World War III becomes an unstoppable reality in the action-packed first installment of the Tomorrow series--an international bestseller in an eye-catching new paperback.
When Ellie and her friends go camping, they have no idea they're leaving their old lives behind forever. Despite a less-than-tragic food shortage and a secret crush or two, everything goes as planned. But a week later, they return home to find their houses empty and their pets starving. Something has gone wrong--horribly wrong. Before long, they realize the country has been invaded, and the entire town has been captured--including their families and all their friends.
Ellie and the other survivors face an impossible decision: They can flee for the mountains or surrender. Or they can fight.
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John Marsden accidentally put himself through the perfect training to become a novelist.
He read vast numbers of books, acquired a love of language, and became insatiably curious about other people. He also had a variety of jobs, 32 at the last count, including working in abattoirs, hospitals, morgues and a haunted house.
In 1985, rather to his own surprise, he found himself teaching English in the Australian bush, at Timbertop School. Noticing a complete lack of interest in reading among his Year 9 students he tried his hand at writing a short novel that he thought they might enjoy.
The rest is history. John Marsden, author of the Tomorrow series and Ellie Chronicles, is now the world's most successful author of teenage fiction. He has sold a million and a half books worldwide, and has won awards in Europe, America and Australia. His first love however is still teaching, and he spends most of his time running writing camps at his property, near Hanging Rock, Victoria.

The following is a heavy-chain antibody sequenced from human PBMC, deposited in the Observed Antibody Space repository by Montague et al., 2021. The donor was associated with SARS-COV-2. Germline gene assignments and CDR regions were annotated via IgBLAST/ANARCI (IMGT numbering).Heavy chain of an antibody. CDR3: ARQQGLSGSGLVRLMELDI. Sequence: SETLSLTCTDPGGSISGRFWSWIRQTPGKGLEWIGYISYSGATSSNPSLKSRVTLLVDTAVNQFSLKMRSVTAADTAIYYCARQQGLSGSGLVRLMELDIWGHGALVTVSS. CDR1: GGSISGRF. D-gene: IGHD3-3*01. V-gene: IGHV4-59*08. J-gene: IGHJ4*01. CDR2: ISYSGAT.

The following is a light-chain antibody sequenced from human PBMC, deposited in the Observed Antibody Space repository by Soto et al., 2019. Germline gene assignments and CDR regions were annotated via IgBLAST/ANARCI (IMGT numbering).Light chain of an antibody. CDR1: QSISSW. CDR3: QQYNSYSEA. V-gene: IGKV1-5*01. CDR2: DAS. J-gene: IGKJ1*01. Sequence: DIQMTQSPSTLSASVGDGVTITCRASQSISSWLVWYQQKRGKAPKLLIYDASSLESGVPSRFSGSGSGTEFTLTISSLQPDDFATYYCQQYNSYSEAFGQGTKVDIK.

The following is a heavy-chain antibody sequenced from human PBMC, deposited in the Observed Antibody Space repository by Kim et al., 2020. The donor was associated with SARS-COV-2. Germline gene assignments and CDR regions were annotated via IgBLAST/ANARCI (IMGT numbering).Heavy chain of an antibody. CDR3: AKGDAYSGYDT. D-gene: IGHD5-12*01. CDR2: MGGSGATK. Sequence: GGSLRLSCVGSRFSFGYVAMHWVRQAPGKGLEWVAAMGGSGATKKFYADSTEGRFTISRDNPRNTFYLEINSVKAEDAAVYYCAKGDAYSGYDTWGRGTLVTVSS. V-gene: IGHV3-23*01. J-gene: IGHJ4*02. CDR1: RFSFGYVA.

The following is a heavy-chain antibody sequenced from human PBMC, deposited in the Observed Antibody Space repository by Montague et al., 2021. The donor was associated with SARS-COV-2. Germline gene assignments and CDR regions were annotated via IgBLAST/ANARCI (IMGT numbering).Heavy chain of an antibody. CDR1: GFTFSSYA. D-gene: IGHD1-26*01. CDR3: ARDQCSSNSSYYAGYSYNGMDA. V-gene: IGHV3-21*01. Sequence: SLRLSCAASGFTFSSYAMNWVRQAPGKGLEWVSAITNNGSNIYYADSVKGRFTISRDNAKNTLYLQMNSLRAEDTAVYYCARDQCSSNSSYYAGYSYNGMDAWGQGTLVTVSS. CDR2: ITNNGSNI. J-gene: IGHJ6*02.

The author combines a story of a WWIII invasion with a romance among several teenage couples. Narrator Suzi DoughertyÕs voice has the raspy scratch of a heavy smoker and the accent of the Australian bush. She assumes the part of Ellie, a precocious student knocking on the door of adulthood who discovers that her town has been taken over by an unknown military. At first, DoughertyÕs fast pace and Australian vocabulary of wombats, wallabies, and roustabouts may leave American listeners spinning, but with a little time she comes into focus. Her delivery of the dialogue of EllieÕs mates differentiates them more by their unique attitudes than by distinctive voices. Her narrative style and the authorÕs adroit descriptions create more entertainment than the thin plot. J.A.H. © AudioFile 2008, Portland, Maine-- Copyright © AudioFile, Portland, Maine
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